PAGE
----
Hezbollah's flag also has a more symbolic use. The flag can often be seen draped over the coffins of deceased members of the organisation, evoking a sense of martyrdom for the cause.[15][16]


Hezbollah flags waving with Lebanese, Palestinian, and Amal Movement flags during a demonstration in Stockholm, Sweden, 2006.

The flag of Hezbollah has often caused controversy within some western countries. Both the military and political wings of Hezbollah have been banned in a number of countries.[17][18][19] As a result it is an offence to fly or display the flag of Hezbollah within these states.

However, an exception was present within the United Kingdom. Only the military wing of Hezbollah was listed as a proscribed organisation by the Home Office in 2008 whilst the political wing remained unbanned.[20] This created a legal loophole which allowed supporters to fly the flag at demonstrations and protests throughout Britain as the flag was an official symbol of both wings. The flag could be found at protests such as at the annual Al-Quds day demonstrations and was deemed offensive by a number of groups, especially Britain's Jewish community.[6] In March 2019, the decision was made by Home Secretary Sajid Javid to include Hezbollah's political wing on the list of proscribed terrorist organisations, outlawing the flying of the flag in Britain.[21][20]


  1. ^ a b c d e Hypermedia seduction for terrorist recruiting. Ganor, Boaz., Knop, Katharina von., Duarte, Carlos. Amsterdam: IOS Press in cooperation with NATO Public Diplomacy Division. 2007. p. 203. ISBN 978-1-4356-0863-4. OCLC 181549085.CS1 maint: others (link)
  2. ^ a b c Marshall, Tim (2016). Worth dying for : the power and politics of flags. London. p. 151. ISBN 978-1-78396-282-2. OCLC 958454627.
  3. ^ Smith, Whitney (1975). Flags Through the Ages and Across the World. McGraw-Hill. p. 210. ISBN 0070590931.
  4. ^ "How Symbolic Is the Colour Green in Islam? The Science of Light and Colour". Amaliah. Retrieved 2020-06-08.
  5. ^ "The Islamic Imagery Project: Visual Motifs in Jihadi Internet Propaganda" (PDF). Combating Terrorism Center: Department of Social Sciences United States Military Academy: 108. 2006.
  6. ^ a b Jun 7; Opinion, 2018 |; Analysis (2018-06-07). "Revealed: The symbolism behind Hezbollah's notorious jihad flag". Christians United for Israel. Retrieved 2020-06-08.CS1 maint: numeric names: authors list (link)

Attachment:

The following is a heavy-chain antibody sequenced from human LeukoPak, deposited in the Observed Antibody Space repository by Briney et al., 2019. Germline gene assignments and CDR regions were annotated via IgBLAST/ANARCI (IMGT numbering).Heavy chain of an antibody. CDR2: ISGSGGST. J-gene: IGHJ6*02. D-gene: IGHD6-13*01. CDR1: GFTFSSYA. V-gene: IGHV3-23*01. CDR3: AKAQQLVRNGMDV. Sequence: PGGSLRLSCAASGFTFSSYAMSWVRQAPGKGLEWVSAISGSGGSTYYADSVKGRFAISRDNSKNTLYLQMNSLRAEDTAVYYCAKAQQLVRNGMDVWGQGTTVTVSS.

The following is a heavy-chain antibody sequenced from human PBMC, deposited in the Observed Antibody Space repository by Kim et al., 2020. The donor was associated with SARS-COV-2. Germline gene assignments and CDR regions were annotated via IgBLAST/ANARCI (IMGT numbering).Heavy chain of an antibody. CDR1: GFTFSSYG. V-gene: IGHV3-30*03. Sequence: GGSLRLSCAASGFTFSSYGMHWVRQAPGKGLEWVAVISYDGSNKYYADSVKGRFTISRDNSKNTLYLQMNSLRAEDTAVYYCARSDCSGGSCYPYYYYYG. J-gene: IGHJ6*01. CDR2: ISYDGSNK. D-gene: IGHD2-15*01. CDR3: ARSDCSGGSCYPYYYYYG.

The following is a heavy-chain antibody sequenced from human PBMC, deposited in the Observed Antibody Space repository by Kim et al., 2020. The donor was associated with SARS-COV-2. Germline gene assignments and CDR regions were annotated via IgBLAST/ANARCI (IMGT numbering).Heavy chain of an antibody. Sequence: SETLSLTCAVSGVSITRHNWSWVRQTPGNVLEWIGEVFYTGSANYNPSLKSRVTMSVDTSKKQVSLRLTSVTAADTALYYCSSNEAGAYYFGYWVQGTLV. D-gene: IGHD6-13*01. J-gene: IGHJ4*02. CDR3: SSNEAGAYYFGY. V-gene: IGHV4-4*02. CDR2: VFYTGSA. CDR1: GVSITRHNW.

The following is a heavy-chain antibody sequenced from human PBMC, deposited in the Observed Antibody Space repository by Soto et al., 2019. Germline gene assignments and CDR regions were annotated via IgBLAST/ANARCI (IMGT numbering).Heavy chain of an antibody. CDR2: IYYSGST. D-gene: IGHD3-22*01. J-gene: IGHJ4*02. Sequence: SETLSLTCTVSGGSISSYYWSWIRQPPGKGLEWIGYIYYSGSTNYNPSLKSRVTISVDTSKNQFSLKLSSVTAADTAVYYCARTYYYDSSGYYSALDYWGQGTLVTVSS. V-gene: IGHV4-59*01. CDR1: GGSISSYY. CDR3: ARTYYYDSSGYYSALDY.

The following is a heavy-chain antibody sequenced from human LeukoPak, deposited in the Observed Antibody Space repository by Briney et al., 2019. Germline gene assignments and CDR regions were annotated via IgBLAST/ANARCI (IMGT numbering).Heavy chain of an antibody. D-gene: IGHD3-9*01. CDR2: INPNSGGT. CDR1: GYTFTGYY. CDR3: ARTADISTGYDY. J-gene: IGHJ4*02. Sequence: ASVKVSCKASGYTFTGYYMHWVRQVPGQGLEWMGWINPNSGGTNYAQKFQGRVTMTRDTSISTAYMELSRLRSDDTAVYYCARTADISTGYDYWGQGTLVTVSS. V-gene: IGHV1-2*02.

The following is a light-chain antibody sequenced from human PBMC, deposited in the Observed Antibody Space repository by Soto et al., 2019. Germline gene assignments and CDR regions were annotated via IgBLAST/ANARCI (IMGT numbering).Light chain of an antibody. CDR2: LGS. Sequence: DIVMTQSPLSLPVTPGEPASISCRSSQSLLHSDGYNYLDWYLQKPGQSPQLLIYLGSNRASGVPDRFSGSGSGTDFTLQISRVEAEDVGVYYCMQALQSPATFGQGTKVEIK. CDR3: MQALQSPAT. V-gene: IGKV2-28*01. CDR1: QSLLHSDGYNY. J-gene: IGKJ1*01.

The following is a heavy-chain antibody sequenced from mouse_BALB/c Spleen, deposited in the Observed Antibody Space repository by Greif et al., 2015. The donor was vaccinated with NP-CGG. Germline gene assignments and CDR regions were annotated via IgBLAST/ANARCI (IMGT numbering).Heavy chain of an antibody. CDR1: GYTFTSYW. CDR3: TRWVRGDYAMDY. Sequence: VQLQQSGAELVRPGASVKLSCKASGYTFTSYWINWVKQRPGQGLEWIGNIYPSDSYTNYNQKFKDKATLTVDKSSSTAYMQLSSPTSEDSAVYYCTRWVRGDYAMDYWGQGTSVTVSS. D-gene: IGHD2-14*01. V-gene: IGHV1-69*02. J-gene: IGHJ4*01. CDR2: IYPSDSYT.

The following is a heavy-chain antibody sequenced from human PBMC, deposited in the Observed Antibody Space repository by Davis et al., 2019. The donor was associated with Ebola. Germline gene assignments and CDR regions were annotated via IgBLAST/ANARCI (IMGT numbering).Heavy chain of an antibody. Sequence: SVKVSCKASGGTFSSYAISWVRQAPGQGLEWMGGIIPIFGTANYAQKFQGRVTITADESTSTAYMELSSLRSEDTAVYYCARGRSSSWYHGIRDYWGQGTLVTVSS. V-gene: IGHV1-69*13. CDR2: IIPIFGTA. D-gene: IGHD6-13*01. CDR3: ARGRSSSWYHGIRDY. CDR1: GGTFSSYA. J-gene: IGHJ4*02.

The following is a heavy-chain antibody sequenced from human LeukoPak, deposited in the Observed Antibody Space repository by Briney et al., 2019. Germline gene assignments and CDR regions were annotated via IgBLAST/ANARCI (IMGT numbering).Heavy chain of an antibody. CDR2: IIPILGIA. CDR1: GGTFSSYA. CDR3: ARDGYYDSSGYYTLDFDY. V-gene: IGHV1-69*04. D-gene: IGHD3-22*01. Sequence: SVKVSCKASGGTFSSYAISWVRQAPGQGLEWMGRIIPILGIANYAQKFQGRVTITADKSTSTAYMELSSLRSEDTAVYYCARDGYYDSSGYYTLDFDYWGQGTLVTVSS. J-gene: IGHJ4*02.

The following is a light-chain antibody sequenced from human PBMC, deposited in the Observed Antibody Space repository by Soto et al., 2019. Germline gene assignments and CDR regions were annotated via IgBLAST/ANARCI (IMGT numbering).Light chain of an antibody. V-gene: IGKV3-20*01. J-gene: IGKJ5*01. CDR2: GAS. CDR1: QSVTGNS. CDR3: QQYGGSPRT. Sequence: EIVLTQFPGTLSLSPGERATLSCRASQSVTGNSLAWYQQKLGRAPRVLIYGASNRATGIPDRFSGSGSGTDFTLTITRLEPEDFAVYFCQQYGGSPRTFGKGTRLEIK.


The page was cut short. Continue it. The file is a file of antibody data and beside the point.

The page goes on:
7. ^ a b c "Anti-Defamation League". www.adl.org. Retrieved 2020-06-08.
  8. ^ Al-Aloosy, Massaab (2020). The changing ideology of Hezbollah. Cham, Switzerland: Palgrave Macmillan. p. 54. ISBN 978-3-030-34847-2. OCLC 1141519495.
  9. ^ a b Saouli, Adham (2019). Hezbollah: Socialisation and its Tragic Ironies. Edinburgh: Edinburgh University Press. p. 64. ISBN 9781474419512.
  10. ^ a b Saouli, Adham (Fall 2003). "Lebanon's Hizbullah: The Quest for Survival". World Affairs. 166: 75 – via JSTOR.
  11. ^ Ranstorp, Magnus (Summer 1998). "The strategy and tactics of Hizballah's current Lebanonization process". Mediterranean Politics. 3: 103–134.
  12. ^ "Ceasefire halts Syria-Lebanon border fight against Islamic State". The Irish Times. Retrieved 2020-06-09.
  13. ^ Surkes, Sue. "Hezbollah flags fly as pro-Palestinian, pro-Israel demonstrators face off in UK". www.timesofisrael.com. Retrieved 2020-06-09.
  14. ^ "Hezbollah flags fly at Al Quds Day rally and counter protest in London". ITV News. Retrieved 2020-06-09.
  15. ^ "Lebanon's Hezbollah holds funeral for five of its fighters killed in Syria". Al Arabiya English. 2020-03-01. Retrieved 2020-06-09.
  16. ^ Geraghty, Timothy J. (2009). Peacekeepers at war : Beirut 1983-the Marine commander tells his story (1st ed.). Washington, D.C.: Potomac Books. ISBN 978-1-59797-595-7. OCLC 759525242.
  17. ^ "European Union designates Hezbollah's armed wing as terrorist group". The Washington Times. 22 July 2013. Retrieved 2020-06-09.
  18. ^ Department Of State. The Office of Electronic Information, Bureau of Public Affairs. "Foreign Terrorist Organizations (FTOs)". 2001-2009.state.gov. Retrieved 2020-06-09.
  19. ^ "Hezbollah - International terrorist organization". Israel Ministry of Foreign Affairs. Retrieved 2020-06-09.
  20. ^ a b "UK to ban Hezbollah as terrorist organisation". BBC News. 2019-02-25. Retrieved 2020-06-09.
  21. ^ Wintour, Patrick (2019-02-25). "UK to outlaw Hezbollah's political wing". The Guardian. ISSN 0261-3077. Retrieved 2020-06-09.